Question about kilns

Hi all! First let me say thank you everyone for all your insight and
support without really realizing I even exist! I am a lurker, and
rightly so as I have little knowledge of jewelry making as compared
to all of you. What a bundle I have learned so far!

I want to buy a kiln for making jewelry and want to be able to use
it for making glass beads as well as PMC and clay beads, maybe for
casting (do I sound cheap? ). Is this something I can find? I
have experience in working with kilns from college making pottery
and sculpture (gas -high and raku- and electric kilns), but I am not
so versed about the differences between a burnout kiln, a ceramic
kiln, PMC, lampworking/glass bead making, burnout for lost wax (?)
or an enameling kiln (which I have one but have no idea if it works
-or how-, someone gave it to me -who has passed away- and it has
never been used… but it is about 30 years old).

Since estate and tag sales are coming into season, I want to keep my
eyes open Also, I am hoping to save up if I do not find a used one.

I have a small hop of becoming successful with all of these things,
but would like to be able to experiment with everything, just in
case I find a superior new addiction (I am SO addicted to wire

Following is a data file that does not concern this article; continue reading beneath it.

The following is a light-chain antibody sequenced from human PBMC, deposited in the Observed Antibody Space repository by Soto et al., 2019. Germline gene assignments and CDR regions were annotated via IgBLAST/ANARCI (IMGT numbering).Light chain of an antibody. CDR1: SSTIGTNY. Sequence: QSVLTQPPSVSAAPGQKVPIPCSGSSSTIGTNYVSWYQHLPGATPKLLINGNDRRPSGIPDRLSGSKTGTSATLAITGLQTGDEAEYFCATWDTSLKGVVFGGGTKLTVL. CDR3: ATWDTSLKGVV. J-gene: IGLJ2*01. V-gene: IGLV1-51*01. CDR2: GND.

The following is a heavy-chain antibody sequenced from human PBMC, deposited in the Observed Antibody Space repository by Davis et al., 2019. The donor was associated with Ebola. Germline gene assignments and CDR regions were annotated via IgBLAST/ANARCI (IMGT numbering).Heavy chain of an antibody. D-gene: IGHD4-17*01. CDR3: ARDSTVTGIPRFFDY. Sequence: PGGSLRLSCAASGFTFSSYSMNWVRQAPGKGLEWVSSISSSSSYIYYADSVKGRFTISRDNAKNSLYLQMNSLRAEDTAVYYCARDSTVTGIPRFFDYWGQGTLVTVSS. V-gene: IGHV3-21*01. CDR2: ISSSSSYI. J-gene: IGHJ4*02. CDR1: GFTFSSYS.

jewelry making).

Any and all help or direction would be appreciated. Thanks in
advance for all your help!

Robin :o)

Hi Robin- I just purchased a Vcella kiln #15 (I believe that was the
model #) I will be using it for exactly what you describe except for
the burnout part. I chose it because it was the only front loader
that would go up to 2300 F and was not going to become a MAJOR piece
of furniture in my house. It has a 15x15x11 interior so I will have
plenty of space to enamel, fire small scale ceramics as well as
annealing beads.

THe Vcellas come in a huge range of interior/exterior sizes.

Hope this helps.

Robin, Studio PMC has an article in the Spring 2003 issue on
selecting a kiln for PMC work which you might be interested in. The
one thing I will say is that most ceramics kilns are not suitable for
PMC. The problem is that there can be large variations in temperature
within a ceramics kiln, which can leave the PMC unsintered in one
portion and melted in another. (This is particularly true for
original PMC, which has a fairly narrow “window” for firing and
requires you to hold temperature for two hours.) PMC kilns and
burnout ovens have electronic controllers that will hold particular
temperatures for set periods of time. (Yes, you can use a casting
burnout oven to fire PMC.)

If you need a copy of the article, drop me a note with your e-mail
address and I’ll send it along.

Suzanne Wade
Phone: (508) 339-7366
Fax: (928) 563-8255